- The Washington Times - Thursday, July 27, 2006

PROVINCETOWN, Mass. — Heterosexuals in this overwhelmingly homosexual resort town on the tip of Cape Cod are complaining that the oppressed have become the oppressors.

Heterosexuals say they have been taunted as “breeders.” One woman who signed a petition against homosexual “marriage” said she was berated as a bigot by a homosexual man. Another signer said that dog excrement was left next to her car, an accusation the town police chief said would be impossible to prove.

“The gay community is not immune to having potential prejudices. We’re all human, including gay people,” said Tom Lang, director of knowthyneighbor.org, a nonprofit group that supports homosexual “marriage.”

Provincetown, or P-town, has long attracted writers, artists, homosexuals, and is known as a place where people can feel free to be themselves — a seaside version of Greenwich Village. New England’s unofficial homosexual capital has just 3,400 year-round residents, but summer tourism brings nearly 10 times as many people.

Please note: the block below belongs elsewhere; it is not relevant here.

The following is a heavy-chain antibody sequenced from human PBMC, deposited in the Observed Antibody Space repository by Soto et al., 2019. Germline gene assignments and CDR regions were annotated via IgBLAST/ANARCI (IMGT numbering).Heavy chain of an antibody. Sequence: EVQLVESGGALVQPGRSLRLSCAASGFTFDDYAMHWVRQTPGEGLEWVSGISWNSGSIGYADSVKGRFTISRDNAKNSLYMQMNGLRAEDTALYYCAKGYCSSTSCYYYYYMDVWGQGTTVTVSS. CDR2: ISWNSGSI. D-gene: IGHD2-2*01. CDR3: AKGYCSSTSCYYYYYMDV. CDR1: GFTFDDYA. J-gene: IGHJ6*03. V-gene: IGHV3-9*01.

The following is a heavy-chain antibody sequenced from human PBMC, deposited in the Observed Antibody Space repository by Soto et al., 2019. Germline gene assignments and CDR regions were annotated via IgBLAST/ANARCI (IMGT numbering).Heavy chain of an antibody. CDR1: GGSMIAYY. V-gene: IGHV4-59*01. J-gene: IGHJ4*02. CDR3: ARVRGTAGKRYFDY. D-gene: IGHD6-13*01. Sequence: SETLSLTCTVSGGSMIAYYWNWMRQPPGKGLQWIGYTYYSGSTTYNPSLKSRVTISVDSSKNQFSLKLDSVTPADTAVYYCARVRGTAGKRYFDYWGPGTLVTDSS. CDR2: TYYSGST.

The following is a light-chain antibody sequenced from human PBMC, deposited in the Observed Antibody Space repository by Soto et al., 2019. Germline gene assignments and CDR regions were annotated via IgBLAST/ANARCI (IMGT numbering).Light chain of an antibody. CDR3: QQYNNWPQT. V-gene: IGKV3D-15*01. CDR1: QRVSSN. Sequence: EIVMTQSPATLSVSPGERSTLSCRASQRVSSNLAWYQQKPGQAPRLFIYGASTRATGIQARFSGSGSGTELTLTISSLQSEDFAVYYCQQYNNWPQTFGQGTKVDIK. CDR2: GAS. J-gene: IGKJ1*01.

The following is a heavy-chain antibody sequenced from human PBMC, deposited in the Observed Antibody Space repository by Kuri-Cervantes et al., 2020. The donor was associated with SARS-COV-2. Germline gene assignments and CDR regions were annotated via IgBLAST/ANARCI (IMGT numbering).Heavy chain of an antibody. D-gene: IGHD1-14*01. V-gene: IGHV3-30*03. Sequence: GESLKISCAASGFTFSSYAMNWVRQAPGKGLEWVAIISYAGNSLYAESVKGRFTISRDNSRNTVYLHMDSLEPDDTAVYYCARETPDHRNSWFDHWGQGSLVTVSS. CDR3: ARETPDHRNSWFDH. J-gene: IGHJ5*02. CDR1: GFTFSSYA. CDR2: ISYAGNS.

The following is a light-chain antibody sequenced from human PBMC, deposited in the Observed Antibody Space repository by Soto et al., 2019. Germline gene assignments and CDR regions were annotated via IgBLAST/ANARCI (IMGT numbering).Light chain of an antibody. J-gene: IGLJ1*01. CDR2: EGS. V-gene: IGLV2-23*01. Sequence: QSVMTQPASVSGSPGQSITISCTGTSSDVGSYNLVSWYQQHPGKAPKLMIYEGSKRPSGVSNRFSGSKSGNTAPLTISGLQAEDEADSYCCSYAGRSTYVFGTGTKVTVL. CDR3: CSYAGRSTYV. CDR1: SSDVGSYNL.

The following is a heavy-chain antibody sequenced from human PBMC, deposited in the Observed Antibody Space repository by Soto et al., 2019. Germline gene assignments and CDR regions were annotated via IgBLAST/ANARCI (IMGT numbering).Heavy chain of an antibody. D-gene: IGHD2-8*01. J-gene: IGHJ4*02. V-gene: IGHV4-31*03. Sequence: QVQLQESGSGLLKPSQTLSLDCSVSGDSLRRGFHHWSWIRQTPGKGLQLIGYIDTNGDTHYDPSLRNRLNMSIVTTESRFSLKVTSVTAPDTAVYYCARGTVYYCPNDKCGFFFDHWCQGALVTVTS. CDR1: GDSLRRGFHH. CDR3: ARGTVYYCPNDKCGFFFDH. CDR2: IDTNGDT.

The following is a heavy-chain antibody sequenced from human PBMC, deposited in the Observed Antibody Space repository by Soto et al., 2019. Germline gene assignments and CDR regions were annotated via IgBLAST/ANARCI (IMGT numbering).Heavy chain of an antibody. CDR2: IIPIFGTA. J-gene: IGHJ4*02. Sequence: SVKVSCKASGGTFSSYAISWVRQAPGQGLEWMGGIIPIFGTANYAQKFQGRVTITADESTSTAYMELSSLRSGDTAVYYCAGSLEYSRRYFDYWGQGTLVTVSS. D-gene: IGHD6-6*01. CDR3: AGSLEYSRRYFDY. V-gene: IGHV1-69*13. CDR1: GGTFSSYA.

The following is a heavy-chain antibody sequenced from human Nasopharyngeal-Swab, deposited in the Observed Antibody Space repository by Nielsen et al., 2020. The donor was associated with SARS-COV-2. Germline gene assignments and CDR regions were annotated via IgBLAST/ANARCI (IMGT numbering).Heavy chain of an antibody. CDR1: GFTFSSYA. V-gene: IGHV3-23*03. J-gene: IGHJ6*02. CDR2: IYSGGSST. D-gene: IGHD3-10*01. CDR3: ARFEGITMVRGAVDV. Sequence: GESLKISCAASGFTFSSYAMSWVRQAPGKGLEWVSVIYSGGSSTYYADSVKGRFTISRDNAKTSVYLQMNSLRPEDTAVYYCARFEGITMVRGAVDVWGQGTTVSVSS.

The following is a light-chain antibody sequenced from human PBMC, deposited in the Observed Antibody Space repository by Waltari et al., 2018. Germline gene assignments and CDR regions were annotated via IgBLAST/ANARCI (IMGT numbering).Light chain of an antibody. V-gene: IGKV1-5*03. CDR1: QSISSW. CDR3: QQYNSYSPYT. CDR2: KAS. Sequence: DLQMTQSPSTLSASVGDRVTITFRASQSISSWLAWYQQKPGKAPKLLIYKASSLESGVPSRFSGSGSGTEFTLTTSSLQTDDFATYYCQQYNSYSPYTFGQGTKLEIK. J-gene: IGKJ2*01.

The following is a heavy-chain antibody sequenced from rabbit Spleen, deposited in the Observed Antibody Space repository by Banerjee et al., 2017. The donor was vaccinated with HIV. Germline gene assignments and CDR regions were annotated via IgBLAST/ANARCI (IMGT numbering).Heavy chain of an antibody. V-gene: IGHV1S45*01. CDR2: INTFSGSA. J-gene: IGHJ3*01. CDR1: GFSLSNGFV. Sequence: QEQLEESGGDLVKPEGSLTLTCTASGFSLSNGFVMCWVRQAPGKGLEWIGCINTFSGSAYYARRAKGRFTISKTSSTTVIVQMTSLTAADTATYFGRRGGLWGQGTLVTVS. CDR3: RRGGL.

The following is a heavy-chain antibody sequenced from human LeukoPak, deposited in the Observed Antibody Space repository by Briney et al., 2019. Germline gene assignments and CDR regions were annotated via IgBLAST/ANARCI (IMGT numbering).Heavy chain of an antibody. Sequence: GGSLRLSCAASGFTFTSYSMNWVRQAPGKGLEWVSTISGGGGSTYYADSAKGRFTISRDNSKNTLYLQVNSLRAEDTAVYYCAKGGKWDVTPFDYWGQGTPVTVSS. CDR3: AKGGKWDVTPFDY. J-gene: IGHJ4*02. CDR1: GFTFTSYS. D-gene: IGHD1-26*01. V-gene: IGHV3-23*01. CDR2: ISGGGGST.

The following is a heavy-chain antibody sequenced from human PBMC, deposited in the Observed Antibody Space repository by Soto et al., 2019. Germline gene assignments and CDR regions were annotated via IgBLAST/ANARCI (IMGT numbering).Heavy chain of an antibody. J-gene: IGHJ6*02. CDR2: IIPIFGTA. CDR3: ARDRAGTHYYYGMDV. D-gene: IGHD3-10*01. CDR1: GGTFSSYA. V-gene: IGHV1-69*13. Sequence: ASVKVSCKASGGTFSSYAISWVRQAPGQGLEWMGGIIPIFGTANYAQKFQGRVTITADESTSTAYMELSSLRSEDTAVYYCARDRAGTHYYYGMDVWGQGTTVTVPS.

Locals say the intolerance from those who have long pleaded for tolerance has been stirred, in part, by the dispute regarding Massachusetts becoming the first and only state to legalize homosexual “marriage.”

Tensions flared this year after the names and addresses of nearly 5,000 Massachusetts residents — 43 of them from Provincetown — who signed a petition seeking a constitutional amendment against homosexual “marriage” were published on the knowthyneighbor Web site.

Earlier this month, a homosexual man got into a shouting match at a grocery store with a woman, calling her a bigot for signing the petition.

A week afterward, Police Chief Ted Meyer held a town meeting that drew about 50 people to discuss issues of civility and respect. Chief Meyer said that two other persons who signed the petition felt targeted after the Web site published their names.

Tourists have also complained of being called “breeders,” a slur used by homosexuals to describe heterosexuals.

Most of the Provincetown residents who signed the petition are members of St. Peter’s Catholic Church, according to the Rev. Henry J. Dahl, pastor at St. Peter’s. The majority of the church’s 750 parishioners are Portuguese families who are not homosexual.

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